- The Washington Times - Wednesday, June 11, 2003

I recently talked to American expatriates around Guadalajara, Mexico. An interesting bunch. They are Internet junkies. Years ago, before the Net, I was briefly in the same towns. Then, virtually everything was difficult and you lived in almost complete isolation. Now the world is their hard drive.

It’s not one use of the Internet that changes everything. It’s the aggregate effect.

Used to be, moving to Mexico (or Thailand, Manila or Kuala Lumpur) meant losing all but a few friends, whom you might never see again. Communication with the larger world meant static-ridden, fade-prone short wave. Newspapers in English usually weren’t available. You were truly isolated.

Today, expatriation is merely geographic. Mexico swims in Internet cafes. Reasonably good dial-up service is available as a matter of course, and tolerable broadband (e.g., 256 kbps) is to be had in many places. In little pueblos in the mountains with horses clopping by, e-mail arrives fine.

Expats use instant messaging regularly to keep in touch with people all over the world. Slightly tech-savvy folk talk by computer to the United States with Internet phone services like Yahoo Messenger. The quality is only so-so, but it works and it’s free.

Partly what makes this possible is that the Internet has become self-sufficient. If you want to use, say, ACDSee photo-management software, you download it from the Web, now easy to do, and charge it to a credit card, also easy. In a few minutes, you are up and running. No checks, packages, delivery problems.

Expats usually say they maintain a bank account and credit card in the United States. Shifting funds, running a stock portfolio and paying bills takes minutes. I met a fellow who, living in Chapala, Mexico, with a bank account in Houston, makes his living by trading currencies in Asia and Europe.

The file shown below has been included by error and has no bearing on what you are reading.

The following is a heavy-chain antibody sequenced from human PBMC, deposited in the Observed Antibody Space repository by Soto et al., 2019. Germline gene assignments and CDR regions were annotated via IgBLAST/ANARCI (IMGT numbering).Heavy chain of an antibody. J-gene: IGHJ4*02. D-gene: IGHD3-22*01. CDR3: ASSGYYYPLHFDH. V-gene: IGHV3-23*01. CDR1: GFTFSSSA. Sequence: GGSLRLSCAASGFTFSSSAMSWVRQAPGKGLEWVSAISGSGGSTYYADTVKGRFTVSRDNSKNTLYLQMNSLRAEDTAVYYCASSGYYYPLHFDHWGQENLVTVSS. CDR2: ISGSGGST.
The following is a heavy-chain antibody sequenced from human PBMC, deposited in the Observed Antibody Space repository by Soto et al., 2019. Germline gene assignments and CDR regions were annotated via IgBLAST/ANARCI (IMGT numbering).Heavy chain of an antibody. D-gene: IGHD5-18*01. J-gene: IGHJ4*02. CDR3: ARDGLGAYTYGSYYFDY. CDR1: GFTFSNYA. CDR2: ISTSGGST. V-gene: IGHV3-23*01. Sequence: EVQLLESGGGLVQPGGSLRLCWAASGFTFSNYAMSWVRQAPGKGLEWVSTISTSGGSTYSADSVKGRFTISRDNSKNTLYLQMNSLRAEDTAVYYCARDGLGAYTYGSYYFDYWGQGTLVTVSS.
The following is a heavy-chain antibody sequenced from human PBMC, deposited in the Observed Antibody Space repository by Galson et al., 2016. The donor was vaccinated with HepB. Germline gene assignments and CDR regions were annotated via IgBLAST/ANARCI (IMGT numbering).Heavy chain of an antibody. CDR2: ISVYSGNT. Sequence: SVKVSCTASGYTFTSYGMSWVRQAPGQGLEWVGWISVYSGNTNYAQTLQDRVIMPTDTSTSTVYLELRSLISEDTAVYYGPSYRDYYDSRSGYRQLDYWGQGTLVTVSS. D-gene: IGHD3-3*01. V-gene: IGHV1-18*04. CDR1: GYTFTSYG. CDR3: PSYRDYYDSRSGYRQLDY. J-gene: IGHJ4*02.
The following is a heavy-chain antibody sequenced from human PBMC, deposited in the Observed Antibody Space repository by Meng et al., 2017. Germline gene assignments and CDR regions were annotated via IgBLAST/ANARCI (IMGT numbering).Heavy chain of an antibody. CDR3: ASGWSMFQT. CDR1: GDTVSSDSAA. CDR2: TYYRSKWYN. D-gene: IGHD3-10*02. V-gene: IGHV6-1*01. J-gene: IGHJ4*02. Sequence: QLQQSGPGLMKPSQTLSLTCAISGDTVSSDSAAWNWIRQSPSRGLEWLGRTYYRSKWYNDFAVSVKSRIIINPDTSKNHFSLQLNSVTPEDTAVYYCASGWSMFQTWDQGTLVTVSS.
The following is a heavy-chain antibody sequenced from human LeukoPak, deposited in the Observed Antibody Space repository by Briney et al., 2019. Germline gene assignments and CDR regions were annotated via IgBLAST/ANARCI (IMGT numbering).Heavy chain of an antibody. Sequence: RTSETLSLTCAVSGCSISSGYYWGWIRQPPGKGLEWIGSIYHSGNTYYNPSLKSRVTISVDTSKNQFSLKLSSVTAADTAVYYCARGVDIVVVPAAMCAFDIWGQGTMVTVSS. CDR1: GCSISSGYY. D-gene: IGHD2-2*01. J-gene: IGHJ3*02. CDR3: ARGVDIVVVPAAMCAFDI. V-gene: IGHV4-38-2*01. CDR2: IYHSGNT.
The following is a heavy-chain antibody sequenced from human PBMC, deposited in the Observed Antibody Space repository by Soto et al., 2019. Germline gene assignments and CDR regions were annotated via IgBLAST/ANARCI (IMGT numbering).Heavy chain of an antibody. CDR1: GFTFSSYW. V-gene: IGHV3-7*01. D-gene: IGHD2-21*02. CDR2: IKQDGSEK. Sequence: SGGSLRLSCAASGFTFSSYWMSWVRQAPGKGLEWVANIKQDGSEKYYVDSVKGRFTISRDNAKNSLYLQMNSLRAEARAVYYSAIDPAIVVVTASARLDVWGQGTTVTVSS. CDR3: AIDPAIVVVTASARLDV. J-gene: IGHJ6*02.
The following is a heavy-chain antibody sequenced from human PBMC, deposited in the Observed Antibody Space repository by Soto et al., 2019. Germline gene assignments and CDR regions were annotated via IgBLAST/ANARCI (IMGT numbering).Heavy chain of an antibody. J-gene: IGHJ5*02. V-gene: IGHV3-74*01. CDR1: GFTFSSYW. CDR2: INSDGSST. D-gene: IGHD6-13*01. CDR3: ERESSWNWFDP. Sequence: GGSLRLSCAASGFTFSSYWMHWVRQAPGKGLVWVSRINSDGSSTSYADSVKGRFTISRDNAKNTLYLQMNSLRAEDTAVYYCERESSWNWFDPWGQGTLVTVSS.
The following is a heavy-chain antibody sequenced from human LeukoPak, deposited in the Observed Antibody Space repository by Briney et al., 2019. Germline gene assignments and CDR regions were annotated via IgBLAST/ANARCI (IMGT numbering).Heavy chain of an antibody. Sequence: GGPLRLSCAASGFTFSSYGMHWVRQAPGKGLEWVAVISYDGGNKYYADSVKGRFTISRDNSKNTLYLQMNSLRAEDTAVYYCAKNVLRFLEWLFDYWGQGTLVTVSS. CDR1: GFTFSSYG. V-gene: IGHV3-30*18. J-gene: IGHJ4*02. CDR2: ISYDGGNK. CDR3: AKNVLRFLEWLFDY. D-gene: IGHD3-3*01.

If you think about it, that’s nuttier than several fruitcakes.

Among the dispersed, laptops are the platform of choice. Most come with CD burners. People download music from the Net, burn copies for friends, pass around burns of commercial CDs and software. Arguably, this is immoral. Inarguably, it is part of expat life. The external speakers available for computers are surprisingly good. So are headphones.

Now that DVD burners have come on stream, people will download movies, make copies and pass them around. And most laptops (certainly most owned by expats) have DVD players. With the right video card, you can run the output to a television.

All of this is old and boring technology, meaning that it has been around for at least three weeks. But it is truly wild to be in Mexico, chatting with a friend in Bangkok, while the burros yell eeee-honk outside.

Of course, every publication known is online. In Washington, this is a part of life, like robbery and corruption. In little towns in the Third World, it’s just amazing. People read obscure hometown papers, or papers in London and New Delhi if they choose.

Also on line are thousands of radio stations around the world. If you like Rush Limbaugh, you can listen to him static-free from Jalisco as easily as from Fairfax.

Americans got used to the new electronic life in about a month. But abroad, it’s a whole ‘nother thing.

I met a woman who does Web-site design and maintenance for companies in the United States. All she needs is a good laptop, a fast Internet connection, and the password for the site she maintains.

Digital cameras, of course, make it easy to send photos to the family back home.

Expatriates seem to be moving their lives onto the Net. The ones around Guadalajara drive the move to broadband, use the laptop for intellectual and remote social life, and thrive. It’s wild.

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